by Bill Cahalan

My life in this central Ohio River/Cincinnati region has been significantly shaped by my times at Grailville since the 1970s.  The first visit that I remember was for a weekend conference on cooperatives.  I was inspired by the conference and enchanted by the land.  I slept overnight in my sleeping bag in the pine grove by the pond.  Since then I made many trips to the bookstore to find books I’d not found anywhere else.  I attended a Buddhist retreat held in and around the Oratory, one of many beautiful and unique buildings at Grailville.  When I worked as a therapist at Samaritan Counseling Center, we held a staff retreat there.  I helped a bioregional group stage a fall harvest festival there in the mid-1990s.

 I’ve led three Grailville weekend retreats, the first being “Returning to Nature and Self” in April 1983. In these retreats, we went on long contemplative walks through the fields and woods, including the old-growth woods along Bares Run (which flows into O’Bannon Creek on its way to the Little Miami River).  The creek and the pond beyond the woods were life-filled places.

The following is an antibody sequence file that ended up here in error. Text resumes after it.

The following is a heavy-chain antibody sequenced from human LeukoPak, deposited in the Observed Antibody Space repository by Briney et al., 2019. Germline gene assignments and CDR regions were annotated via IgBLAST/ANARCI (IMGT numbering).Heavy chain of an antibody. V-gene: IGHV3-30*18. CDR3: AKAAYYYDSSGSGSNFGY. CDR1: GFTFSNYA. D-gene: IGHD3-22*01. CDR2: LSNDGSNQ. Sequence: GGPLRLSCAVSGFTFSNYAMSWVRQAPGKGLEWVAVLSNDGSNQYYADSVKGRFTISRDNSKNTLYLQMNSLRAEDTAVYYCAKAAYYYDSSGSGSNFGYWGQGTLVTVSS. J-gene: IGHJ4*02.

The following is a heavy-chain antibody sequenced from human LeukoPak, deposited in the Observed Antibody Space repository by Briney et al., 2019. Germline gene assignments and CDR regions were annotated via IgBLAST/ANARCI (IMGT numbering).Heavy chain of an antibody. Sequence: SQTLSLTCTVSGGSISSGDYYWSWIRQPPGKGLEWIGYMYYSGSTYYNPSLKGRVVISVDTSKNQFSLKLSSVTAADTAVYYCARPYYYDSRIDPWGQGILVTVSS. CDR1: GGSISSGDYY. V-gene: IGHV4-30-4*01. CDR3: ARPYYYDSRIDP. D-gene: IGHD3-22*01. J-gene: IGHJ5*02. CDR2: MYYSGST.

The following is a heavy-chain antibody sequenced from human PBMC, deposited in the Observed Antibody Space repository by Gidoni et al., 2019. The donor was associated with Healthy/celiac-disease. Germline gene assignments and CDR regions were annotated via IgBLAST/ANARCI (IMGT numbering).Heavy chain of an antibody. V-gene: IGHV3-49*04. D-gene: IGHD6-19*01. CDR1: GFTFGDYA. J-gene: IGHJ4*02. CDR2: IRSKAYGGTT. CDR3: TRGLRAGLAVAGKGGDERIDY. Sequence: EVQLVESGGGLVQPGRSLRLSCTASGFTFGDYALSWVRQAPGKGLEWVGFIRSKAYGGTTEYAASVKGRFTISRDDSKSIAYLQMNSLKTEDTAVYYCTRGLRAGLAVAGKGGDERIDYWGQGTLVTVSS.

Drees Homes’ 100 plus houses (I’ve heard they’re now asking to more than double this) are going to degrade the life of the woods, fields, and creeks forever, resulting in centuries-in-the-making topsoil being eroded through the creeks to the river, and the death of many old trees and the associated life of the woods, from birds to deer to spring wildflowers.  

Each typical suburban home also has a large ecological footprint, degrading distant “ghost acreage” lands beyond these visible acres. relying on frack wells for gas, mountaintop “removal” coal mining for electricity, and other “resource” extractions.   So my pilgrimages out to Loveland and Grailville will sadly end now.  No more life-changing retreats, no Mother’s Day dinners at the dining hall (an extension of the beautiful House of Joy).  No more wandering through the woods or meditation by the pond next to the pine grove.

Is there any chance the citizens of Loveland and many people from further away will somehow rise up and push the city of Loveland, or other powers that be, to deny permits to Drees, especially if they’re now asking for more than double the homes than were first permitted?  Since the residential retreat center itself can’t be saved now, shouldn’t all of this landscape be preserved for its own sake as well as for peoples’ spiritual enrichment?  If not, the soul of that area will be irreplaceably extinguished, a real sacrilege beginning with the sale to Drees originally, and then by Loveland and whatever other groups permitted this ruination.

Bill Cahalan

East Price Hill

Boldface Creek Watershed


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